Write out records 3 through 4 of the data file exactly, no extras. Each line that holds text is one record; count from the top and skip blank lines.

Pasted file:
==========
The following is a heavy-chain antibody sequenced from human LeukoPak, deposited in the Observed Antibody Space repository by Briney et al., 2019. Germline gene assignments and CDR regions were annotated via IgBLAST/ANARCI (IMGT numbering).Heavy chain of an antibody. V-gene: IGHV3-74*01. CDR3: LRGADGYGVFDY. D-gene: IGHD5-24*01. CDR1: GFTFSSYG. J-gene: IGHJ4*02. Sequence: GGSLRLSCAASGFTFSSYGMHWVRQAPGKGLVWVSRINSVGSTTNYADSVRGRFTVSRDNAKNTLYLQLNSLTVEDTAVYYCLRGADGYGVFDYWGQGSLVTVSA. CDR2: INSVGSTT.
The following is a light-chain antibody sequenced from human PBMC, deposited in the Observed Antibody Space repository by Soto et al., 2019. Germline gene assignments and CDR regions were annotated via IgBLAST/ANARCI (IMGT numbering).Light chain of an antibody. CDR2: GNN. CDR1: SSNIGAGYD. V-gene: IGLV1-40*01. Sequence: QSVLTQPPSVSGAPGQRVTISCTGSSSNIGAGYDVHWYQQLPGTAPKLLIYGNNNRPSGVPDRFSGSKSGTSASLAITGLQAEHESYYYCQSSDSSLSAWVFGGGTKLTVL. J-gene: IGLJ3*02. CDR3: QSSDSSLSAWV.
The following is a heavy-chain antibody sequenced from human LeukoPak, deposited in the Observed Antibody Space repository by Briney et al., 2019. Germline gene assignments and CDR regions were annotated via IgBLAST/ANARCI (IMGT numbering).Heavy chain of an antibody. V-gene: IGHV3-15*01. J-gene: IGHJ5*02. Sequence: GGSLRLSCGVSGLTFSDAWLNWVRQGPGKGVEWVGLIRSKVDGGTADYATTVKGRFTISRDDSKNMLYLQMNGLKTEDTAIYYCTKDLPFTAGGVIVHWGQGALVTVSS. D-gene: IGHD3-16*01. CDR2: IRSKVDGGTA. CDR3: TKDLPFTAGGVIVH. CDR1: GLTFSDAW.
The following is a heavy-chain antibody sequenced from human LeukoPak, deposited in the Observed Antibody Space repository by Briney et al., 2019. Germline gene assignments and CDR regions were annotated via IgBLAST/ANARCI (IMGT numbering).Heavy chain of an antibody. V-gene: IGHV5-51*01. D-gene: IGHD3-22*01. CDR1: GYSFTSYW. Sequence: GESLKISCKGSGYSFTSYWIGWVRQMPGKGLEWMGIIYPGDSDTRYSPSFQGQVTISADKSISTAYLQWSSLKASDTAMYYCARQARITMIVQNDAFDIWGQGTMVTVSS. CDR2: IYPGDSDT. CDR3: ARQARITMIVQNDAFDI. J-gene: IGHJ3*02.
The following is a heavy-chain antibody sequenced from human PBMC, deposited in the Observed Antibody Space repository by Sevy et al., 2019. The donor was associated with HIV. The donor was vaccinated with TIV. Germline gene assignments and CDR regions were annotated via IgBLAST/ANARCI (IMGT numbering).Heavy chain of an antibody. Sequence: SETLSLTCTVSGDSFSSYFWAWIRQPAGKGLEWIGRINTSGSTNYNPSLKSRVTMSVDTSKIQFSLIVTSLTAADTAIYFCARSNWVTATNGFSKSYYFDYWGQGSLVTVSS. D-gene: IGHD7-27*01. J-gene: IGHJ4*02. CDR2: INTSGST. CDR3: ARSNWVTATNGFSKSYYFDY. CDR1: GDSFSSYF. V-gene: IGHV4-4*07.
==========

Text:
The following is a heavy-chain antibody sequenced from human LeukoPak, deposited in the Observed Antibody Space repository by Briney et al., 2019. Germline gene assignments and CDR regions were annotated via IgBLAST/ANARCI (IMGT numbering).Heavy chain of an antibody. V-gene: IGHV3-15*01. J-gene: IGHJ5*02. Sequence: GGSLRLSCGVSGLTFSDAWLNWVRQGPGKGVEWVGLIRSKVDGGTADYATTVKGRFTISRDDSKNMLYLQMNGLKTEDTAIYYCTKDLPFTAGGVIVHWGQGALVTVSS. D-gene: IGHD3-16*01. CDR2: IRSKVDGGTA. CDR3: TKDLPFTAGGVIVH. CDR1: GLTFSDAW.
The following is a heavy-chain antibody sequenced from human LeukoPak, deposited in the Observed Antibody Space repository by Briney et al., 2019. Germline gene assignments and CDR regions were annotated via IgBLAST/ANARCI (IMGT numbering).Heavy chain of an antibody. V-gene: IGHV5-51*01. D-gene: IGHD3-22*01. CDR1: GYSFTSYW. Sequence: GESLKISCKGSGYSFTSYWIGWVRQMPGKGLEWMGIIYPGDSDTRYSPSFQGQVTISADKSISTAYLQWSSLKASDTAMYYCARQARITMIVQNDAFDIWGQGTMVTVSS. CDR2: IYPGDSDT. CDR3: ARQARITMIVQNDAFDI. J-gene: IGHJ3*02.